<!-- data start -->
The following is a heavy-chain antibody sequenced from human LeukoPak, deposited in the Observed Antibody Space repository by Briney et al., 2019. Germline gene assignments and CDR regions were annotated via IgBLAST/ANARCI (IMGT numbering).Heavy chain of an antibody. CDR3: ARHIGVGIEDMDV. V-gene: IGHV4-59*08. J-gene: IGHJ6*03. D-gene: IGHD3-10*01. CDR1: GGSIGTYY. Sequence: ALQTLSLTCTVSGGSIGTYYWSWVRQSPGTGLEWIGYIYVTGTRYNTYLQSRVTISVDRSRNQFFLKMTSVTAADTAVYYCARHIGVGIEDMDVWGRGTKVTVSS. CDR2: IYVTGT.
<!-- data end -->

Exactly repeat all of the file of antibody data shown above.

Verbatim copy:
The following is a heavy-chain antibody sequenced from human LeukoPak, deposited in the Observed Antibody Space repository by Briney et al., 2019. Germline gene assignments and CDR regions were annotated via IgBLAST/ANARCI (IMGT numbering).Heavy chain of an antibody. CDR3: ARHIGVGIEDMDV. V-gene: IGHV4-59*08. J-gene: IGHJ6*03. D-gene: IGHD3-10*01. CDR1: GGSIGTYY. Sequence: ALQTLSLTCTVSGGSIGTYYWSWVRQSPGTGLEWIGYIYVTGTRYNTYLQSRVTISVDRSRNQFFLKMTSVTAADTAVYYCARHIGVGIEDMDVWGRGTKVTVSS. CDR2: IYVTGT.